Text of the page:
Barista Wars VII: Getting My Java Fixe
Sugar Fixè Patisserie
Oak Park, Il.
Clouds in my coffee
You’re probably wondering where I’ve been – not external me, the blogger bloke, the guy up there sitting in his ripped Clash on Broadway shirt and vintage sweat pants, who cares about him? I’m talking about internal me, down here on the digital ground, the espresso hound, the bane of baristas.
The answer is, I’ve been on the scene, don’t doubt that for a moment. But I’ve hit a little bump in the road that has thrown me off my game and staggered my system. Here’s the problem: The cappuccinos I’ve been getting lately have all been good, and the baristas have all been exceptionally nice. Can it be they’ve all learned how to pitch me, throwing friendly curves and changeups instead of innocent tosses down the middle? Don’t they understand I require more barista wars to report on? Where’s the fun in peace, love and understanding?
Here’s what the past week was like: The guy at Ch’ava up on Clark Street patiently shared his Chemex methodology with me – love the idea of roughing up those fickle grounds during the initial pour! Further up Clark, the guy at the Coffee Studio who looks and acts like my friend Richard laughed (you read right) at a joke I made: double rim shot, please! And on home turf at Asado, on a turntable prominently set up in front, they were playing an instrumental LP by the James Brown Band. How funky is that?
All of this competence and niceness keyed me up for a confrontation out in Oak Park, which has been a coffee desert since Buzz Cafe changed its beans and its young employees grew ever greener at the bar. I’m spoiling for a fight at the Sugar Fixè Patisserie – with a name like that, you’re required by law to trash it – which I’m patronizing because they serve Julius Meinl coffee. Being from Austria, that ain’t exactly prime bean, but it’s a lot closer to Italy than Starbucks – subject, hoo-ah, of a new John Wesley Harding song, “There’s A Starbucks (Where The Starbucks Used To Be)” that the evil empire would be featuring if it had any taste.
So: I order a double macchiato, asking for the “classic” version, but holding myself back from instructing the young, agreeably non-sugary woman behind the counter to lay a “hat” of steamed milk on the espresso. My reticence, I’m fully aware, guarantees my doom. She tells me to take a seat, that she’ll bring me the drink. I sit at my own little table content, for the moment, to browse through the advance copy of the new Peter Robinson mystery I bought for three bucks at the bookstore around the corner.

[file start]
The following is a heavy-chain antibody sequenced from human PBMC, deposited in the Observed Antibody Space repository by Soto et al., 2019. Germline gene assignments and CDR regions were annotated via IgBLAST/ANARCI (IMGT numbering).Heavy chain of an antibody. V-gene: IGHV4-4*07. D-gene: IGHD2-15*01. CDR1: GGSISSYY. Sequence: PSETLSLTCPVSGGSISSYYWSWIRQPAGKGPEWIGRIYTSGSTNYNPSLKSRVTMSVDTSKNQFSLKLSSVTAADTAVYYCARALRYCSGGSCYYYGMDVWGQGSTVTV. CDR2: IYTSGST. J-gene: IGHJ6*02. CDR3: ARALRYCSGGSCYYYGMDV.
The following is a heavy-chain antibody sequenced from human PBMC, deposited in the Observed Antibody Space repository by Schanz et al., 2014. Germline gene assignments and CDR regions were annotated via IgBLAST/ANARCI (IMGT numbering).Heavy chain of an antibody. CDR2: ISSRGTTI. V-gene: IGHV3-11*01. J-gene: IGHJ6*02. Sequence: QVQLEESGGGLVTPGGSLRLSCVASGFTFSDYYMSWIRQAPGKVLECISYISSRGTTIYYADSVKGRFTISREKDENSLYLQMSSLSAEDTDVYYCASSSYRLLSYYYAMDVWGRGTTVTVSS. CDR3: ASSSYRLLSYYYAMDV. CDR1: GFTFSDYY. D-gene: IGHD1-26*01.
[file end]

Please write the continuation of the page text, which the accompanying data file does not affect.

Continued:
I’m counting on the book being better than Robinson’s last one. He’s never off his game two books in a row. Well, actually, I haven’t read his earliest novels, so I shouldn’t be making that statement. And the new book isn’t in the Alan Banks series, it’s a standalone. How many of those are as good or better than the main event?
But, wait. I’ve gone through the entire Robinson ouevre and the proprietess is still making my macchiato. Did I just hear her ask her co-worker how to do it? I feel my happy frown starting to come on.
Sure enough, when she finally delivers the goods, following that goofy Meinl practice of laying a spoon across the lip of the water glass, I see there’s no hat on my macchiato. It has, instead, the dreaded head of foam. I take a sip because I have to. She’s eagerly watching me.
“How is it?” she asks. Which is a little like asking Jay Leno how he likes being called lantern-jawed.
I think I’m going to foam at the mouth a little, but it isn’t as easy to climb out of my recent good vibe as you’d think.
“Good,” I hear myself saying.
In my head, I’m cursing Austria and everything it stands for, going back to Archduke Maximilian. I recognize, don’t I ever, the potential for a really good scene here. I can complain to two baristas for the price of one. But just this time, I’m going to leave it to my external me to get worked up. The Barista Wars will be fought another day. Internal me has a Peter Robinson novel to plow through. Call me a softy, but who wants to waste time crying over steamed milk? It is, after all, Thanksgiving.